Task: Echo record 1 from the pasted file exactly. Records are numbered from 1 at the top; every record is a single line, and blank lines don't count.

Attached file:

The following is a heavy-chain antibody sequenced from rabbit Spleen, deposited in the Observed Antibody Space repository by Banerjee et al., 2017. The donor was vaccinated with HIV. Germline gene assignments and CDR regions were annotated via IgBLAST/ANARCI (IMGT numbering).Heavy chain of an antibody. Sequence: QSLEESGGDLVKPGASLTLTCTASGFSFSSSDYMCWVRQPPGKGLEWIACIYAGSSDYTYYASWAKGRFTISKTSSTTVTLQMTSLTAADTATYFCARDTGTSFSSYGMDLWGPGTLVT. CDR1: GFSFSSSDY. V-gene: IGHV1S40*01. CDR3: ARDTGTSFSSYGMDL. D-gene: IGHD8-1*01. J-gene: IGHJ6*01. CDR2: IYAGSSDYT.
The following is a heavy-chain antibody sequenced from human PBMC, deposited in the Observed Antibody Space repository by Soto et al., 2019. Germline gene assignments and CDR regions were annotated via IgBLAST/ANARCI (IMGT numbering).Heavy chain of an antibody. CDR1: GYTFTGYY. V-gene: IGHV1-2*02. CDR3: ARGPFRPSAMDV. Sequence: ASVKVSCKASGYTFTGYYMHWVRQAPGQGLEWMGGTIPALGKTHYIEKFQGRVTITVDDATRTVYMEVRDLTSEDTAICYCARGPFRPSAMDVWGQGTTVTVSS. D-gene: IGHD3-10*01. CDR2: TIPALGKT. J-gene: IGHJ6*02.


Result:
The following is a heavy-chain antibody sequenced from rabbit Spleen, deposited in the Observed Antibody Space repository by Banerjee et al., 2017. The donor was vaccinated with HIV. Germline gene assignments and CDR regions were annotated via IgBLAST/ANARCI (IMGT numbering).Heavy chain of an antibody. Sequence: QSLEESGGDLVKPGASLTLTCTASGFSFSSSDYMCWVRQPPGKGLEWIACIYAGSSDYTYYASWAKGRFTISKTSSTTVTLQMTSLTAADTATYFCARDTGTSFSSYGMDLWGPGTLVT. CDR1: GFSFSSSDY. V-gene: IGHV1S40*01. CDR3: ARDTGTSFSSYGMDL. D-gene: IGHD8-1*01. J-gene: IGHJ6*01. CDR2: IYAGSSDYT.